When a SEAL mission goes wrong, Joe is injured and Nick is killed. The story picks up three years later. Kelly, a lifeguard, is lost at sea when a rescue goes from bad to worse; now she is the one that needs rescuing. Determined to find her, Joe and other SEALs join the Coast Guard for the rescue mission. Hours too late, yet just in the nick of time, Joe finds Kelly. Disoriented from hours at sea, and shaken by a very near brush with death, Kelly confesses that she loves Joe. Surprised yet elated, Joe ponders the implications. He loves Kelly too, but feelings of guilt hold him back. Nevertheless, Joe and Kelly agree to tentatively start dating and see how things evolve. What neither realizes is that the man responsible for Nick’s death has made a comeback and has worked himself into both their lives, now suddenly in mortal danger.
As always Dee Henderson’s attention to detail is immaculate. Kelly’s days as a lifeguard are very realistically described, as is her torment during hours fighting the restless sea. Even more so the missions of the Navy SEALs, from the planning stages to execution, bring the reader into the mission, making you feel like part of the team.
On the negative side, I didn’t form an emotional connection with these characters – a first for me with a Dee Henderson novel. Don’t get me wrong, I came to care about Kelly and I came to care about Joe, but somehow I never got comfortable with their relationship. Henderson handled it beautifully, and again realistically, but throughout the novel it stayed in the back of my mind that Kelly is now dating her husband’s best friend, and that Joe is dating his best friend’s widow. I remained quite uncomfortable with the turn of their relationship, especially since Nick is still a very real presence. It’s been three years since his death, and Kelly still wears her wedding ring. Of course there is nothing wrong with that, but to me it shows she hasn’t let go of him, and that she is by no means ready to start dating anyone – much less his best friend. Joe and Kelly also constantly talk about Nick. I realize that they both loved him, and that he will always be a part of their lives, but there is no need to talk it to death. I honestly would have preferred it if their relationship had stayed platonic throughout the book. In the beginning of the book they are best friends, and the friendship is beautiful, sweet and fun to watch – the romantic aspect didn’t quite fit for me.
Now, I’m not saying people who lose their spouses shouldn’t date or remarry. I’m not even saying that Joe and Kelly dating is wrong – personally I just didn’t feel comfortable with it. Maybe if Nick hadn’t been at the centre of the story the whole time it wouldn’t have bothered me as much. Such as it is, Nick is too strong a presence throughout the novel. At times it felt like he might as well have been right there, watching the two of them kiss. I’m pleased that Joe and Kelly found happiness with each other, but I would have preferred that Nick and Joe had been just colleagues in stead of best friends, or that Nick and Kelly had been only engaged, not married. Somehow the transition of their relationship didn’t work for me.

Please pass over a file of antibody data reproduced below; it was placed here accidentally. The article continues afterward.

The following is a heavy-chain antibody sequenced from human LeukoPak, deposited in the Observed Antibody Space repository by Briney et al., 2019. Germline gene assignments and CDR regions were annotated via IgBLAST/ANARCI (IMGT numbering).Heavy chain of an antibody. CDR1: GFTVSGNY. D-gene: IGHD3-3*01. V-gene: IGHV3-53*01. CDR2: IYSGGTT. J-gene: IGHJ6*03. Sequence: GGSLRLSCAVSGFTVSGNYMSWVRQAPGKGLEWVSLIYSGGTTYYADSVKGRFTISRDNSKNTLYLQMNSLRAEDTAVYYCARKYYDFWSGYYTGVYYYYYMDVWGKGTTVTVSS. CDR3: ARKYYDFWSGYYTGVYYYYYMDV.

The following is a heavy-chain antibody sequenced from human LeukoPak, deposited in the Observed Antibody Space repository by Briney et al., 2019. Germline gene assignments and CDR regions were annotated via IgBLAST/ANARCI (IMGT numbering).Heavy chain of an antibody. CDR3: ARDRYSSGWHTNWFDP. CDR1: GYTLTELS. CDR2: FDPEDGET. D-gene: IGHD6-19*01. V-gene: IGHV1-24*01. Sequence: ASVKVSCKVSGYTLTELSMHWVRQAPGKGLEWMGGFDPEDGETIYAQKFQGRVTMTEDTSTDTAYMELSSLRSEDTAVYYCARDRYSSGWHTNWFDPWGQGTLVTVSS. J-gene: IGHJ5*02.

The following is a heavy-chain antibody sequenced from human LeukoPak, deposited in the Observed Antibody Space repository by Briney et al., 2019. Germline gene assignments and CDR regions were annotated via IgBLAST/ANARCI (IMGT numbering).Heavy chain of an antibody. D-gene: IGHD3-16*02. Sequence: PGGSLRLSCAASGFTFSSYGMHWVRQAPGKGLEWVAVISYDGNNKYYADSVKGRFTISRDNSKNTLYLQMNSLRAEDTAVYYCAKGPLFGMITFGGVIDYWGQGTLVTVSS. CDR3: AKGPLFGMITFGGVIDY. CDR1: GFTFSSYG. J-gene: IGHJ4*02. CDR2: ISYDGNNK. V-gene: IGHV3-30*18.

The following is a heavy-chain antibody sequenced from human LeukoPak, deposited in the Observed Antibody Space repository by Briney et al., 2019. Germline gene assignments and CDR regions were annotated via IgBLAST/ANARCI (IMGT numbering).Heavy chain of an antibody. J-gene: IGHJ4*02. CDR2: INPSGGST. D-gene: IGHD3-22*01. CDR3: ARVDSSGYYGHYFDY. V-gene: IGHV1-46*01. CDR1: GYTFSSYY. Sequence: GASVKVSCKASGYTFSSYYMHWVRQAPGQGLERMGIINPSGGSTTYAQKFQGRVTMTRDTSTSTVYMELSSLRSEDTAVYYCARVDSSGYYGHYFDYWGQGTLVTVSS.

Also, Henderson's trademark focus on faith is present, but not as strong as in her other works. This time around it seemed to me to be an action novel first, Christian lit second.
I still love Dee Henderson, but sadly this is not my favourite book of hers.
- R 178
Another gem in the Deeanne Gist collection
Nastassja L onReviewed by
Mack Danver is a mountain man forced to place his younger siblings with foster families when he can no longer financially afford to raise them himself. His only sister, however, is sent to an orphanage in North Carolina instead of a foster family. When Mack suspects the children at the orphanage are being abused, he needs to raise funds quickly in order to get Ora Lou out of the orphanage and set her up on her own. His twin brother is also employed at the Biltmore Estate, as footman. When Mrs Vanderbilt realizes that the handsome Earl Danver has a handsome twin brother, she jumps at the chance to offer him a position at the estate - not superficial at all, but handsome twins in one’s service is quite the coupe de grace for the wealthy.